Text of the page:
.
http://assets-s3.rollingstone.com/assets/images/album_review/9537eecedc8acc060544de5ae7f96a692013657c.jpg Live At The Fillmore

Lucinda Williams

Live At The Fillmore

Rolling Stone: star rating
Community: star rating
5 3 0
May 19, 2005

Lucinda Williams writes and performs heart-searing roots rock on the rarefied level of AOR demigods like Tom Petty and Neil Young; she's also opened for Petty and Young. So the least she deserves is her own Seventies-rock-style double live album, recorded at San Francisco's Fillmore Auditorium, no less. She and her impeccable three-piece band give her songs' meticulously recorded original versions a run for their money; led by Doug Pettibone's Crazy Horse-esque lead guitar, they deliver "Changed the Locks" (from 1988's Lucinda Williams) with the spiteful fury of Bob Dylan circa '66, and crack open the downcast title track of 2001's Essence, transforming it into a brawny rocker. The twenty-two-song collection suffers from bloat, uneven pacing and an overabundance of tunes from 2003's World Without Tears. But it's still an effective summary of Williams' career as a prophet of, as she puts it, "all that's alarming, raw and exposed."

prev
Album Review Main Next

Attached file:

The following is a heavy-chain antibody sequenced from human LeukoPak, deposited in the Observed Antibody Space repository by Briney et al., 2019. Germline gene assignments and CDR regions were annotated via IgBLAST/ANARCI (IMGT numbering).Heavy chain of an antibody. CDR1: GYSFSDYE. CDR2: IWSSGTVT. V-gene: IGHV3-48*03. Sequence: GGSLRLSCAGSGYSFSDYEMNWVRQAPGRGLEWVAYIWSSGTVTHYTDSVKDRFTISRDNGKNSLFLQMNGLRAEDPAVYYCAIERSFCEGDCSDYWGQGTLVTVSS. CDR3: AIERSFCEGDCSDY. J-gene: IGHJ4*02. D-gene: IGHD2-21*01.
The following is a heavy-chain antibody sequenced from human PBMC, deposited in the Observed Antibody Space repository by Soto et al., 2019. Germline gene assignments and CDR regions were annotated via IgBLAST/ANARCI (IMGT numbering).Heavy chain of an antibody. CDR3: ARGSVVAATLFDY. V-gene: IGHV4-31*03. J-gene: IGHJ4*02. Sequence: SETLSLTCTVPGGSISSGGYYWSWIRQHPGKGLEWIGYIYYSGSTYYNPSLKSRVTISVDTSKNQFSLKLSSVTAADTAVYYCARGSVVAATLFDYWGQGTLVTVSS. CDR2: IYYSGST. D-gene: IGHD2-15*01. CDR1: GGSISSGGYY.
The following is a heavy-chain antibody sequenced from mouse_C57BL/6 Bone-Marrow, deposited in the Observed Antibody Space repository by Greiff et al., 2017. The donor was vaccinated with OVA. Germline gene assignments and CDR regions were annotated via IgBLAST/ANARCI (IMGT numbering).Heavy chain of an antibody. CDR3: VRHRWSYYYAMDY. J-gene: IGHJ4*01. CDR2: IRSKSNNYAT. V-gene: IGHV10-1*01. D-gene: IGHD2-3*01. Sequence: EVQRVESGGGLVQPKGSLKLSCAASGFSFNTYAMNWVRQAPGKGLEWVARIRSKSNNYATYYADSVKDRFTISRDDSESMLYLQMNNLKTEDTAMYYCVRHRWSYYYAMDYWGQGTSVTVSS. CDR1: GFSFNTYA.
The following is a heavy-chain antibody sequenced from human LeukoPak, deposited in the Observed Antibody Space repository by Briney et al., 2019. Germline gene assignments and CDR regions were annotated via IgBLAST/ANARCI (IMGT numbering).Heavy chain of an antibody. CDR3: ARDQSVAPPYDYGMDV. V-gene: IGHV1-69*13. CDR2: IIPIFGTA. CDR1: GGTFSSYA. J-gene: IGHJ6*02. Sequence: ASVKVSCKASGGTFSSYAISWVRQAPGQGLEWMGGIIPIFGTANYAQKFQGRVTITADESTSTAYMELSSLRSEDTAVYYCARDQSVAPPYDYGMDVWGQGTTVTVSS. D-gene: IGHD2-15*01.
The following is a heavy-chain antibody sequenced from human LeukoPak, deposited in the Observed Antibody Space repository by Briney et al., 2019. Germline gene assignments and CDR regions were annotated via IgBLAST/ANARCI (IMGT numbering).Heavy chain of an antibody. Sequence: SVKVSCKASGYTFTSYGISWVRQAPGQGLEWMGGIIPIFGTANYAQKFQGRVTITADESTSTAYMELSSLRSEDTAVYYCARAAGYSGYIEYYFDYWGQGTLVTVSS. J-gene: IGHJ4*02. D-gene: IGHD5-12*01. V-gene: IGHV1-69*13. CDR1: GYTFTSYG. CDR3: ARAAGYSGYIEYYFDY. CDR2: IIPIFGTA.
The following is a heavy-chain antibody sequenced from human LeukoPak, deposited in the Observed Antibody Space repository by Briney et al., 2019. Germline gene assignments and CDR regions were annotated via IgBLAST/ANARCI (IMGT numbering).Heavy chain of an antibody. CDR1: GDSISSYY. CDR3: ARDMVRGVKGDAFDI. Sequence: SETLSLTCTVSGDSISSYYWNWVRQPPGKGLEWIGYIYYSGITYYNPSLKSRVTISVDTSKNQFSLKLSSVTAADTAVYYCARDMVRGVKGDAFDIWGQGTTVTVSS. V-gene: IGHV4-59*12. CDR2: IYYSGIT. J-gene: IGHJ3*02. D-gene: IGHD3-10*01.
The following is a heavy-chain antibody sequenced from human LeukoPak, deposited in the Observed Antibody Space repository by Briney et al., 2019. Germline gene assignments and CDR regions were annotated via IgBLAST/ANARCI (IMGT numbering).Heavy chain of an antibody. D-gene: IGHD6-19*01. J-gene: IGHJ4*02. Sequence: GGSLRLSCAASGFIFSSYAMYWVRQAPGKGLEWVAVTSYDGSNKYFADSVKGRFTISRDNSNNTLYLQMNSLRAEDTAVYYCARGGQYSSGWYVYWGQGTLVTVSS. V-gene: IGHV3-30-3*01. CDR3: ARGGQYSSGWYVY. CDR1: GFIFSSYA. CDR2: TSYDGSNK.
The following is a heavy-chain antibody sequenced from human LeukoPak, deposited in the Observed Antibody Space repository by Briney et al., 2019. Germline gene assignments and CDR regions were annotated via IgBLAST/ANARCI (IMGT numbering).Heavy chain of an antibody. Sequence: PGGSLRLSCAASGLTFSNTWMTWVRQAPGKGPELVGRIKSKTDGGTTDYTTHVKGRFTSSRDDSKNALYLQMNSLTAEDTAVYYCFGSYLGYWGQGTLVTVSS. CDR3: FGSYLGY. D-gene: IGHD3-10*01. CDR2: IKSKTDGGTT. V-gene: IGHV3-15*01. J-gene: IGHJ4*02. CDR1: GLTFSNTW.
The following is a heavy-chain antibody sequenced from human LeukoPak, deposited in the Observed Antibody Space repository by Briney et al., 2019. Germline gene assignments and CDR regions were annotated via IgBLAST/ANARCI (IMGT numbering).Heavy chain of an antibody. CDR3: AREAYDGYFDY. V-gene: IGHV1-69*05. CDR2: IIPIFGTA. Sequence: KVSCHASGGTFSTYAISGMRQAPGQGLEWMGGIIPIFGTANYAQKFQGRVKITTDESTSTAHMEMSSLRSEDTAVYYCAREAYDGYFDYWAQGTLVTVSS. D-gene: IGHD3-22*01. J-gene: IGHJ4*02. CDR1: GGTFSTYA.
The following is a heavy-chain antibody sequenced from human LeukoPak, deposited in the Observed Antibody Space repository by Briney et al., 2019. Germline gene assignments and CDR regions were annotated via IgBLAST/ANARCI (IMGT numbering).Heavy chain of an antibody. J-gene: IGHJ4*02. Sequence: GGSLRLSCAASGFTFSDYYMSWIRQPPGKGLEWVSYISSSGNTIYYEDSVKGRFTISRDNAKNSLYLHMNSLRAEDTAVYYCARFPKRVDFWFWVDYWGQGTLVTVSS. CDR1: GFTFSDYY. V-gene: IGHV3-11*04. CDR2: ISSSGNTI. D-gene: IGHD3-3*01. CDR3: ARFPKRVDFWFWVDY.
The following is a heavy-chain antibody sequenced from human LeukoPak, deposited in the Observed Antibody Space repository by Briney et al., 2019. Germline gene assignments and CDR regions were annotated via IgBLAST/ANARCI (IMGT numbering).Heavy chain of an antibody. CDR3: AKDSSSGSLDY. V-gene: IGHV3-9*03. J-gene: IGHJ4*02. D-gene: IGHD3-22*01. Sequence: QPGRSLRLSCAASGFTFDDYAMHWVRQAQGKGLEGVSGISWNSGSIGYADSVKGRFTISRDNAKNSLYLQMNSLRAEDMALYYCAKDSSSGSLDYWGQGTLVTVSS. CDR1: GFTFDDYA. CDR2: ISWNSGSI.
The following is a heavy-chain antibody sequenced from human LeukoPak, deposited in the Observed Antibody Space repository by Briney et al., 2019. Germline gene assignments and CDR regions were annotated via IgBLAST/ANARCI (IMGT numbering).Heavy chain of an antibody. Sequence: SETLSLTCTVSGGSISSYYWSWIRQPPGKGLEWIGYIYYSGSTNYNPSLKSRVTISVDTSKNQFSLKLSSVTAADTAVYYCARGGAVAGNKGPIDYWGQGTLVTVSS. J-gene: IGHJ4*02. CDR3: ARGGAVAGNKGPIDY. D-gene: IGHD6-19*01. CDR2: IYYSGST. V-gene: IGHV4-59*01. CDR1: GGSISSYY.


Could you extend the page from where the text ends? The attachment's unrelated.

ADD A COMMENT

Community Guidelines »
loading comments

loading comments...

COMMENTS

Sort by:
    Read More
    Daily Newsletter

    Get the latest RS news in your inbox.

    Sign up to receive the Rolling Stone newsletter and special offers from RS and its
    marketing partners.

    X

    We may use your e-mail address to send you the newsletter and offers that may interest you, on behalf of Rolling Stone and its partners. For more information please read our Privacy Policy.

    Song Stories

    “Promiscuous”

    Nelly Furtado with Timbaland | 2006

    This club-oriented single featuring Timbaland, who produced Nelly Furtado's third album, Loose, was Furtado’s sexy return after the Canadian singer's exploration of her Portuguese heritage on Folklore. "In the studio, initially I didn’t know if I could do it, 'cause Timbaland wrote that chorus," Furtado said. "I'm like, 'That's cool, but I don't know if I'm ready to do full-out club.'" The flirty lyrics are a dance between a guy and girl, each knowing they will end up in bed together but still playing the game. "Tim and I called it 'The BlackBerry Song,' she said, "because everything we say in the song you could text-message to somebody."

    More Song Stories entries »
    www.expandtheroom.com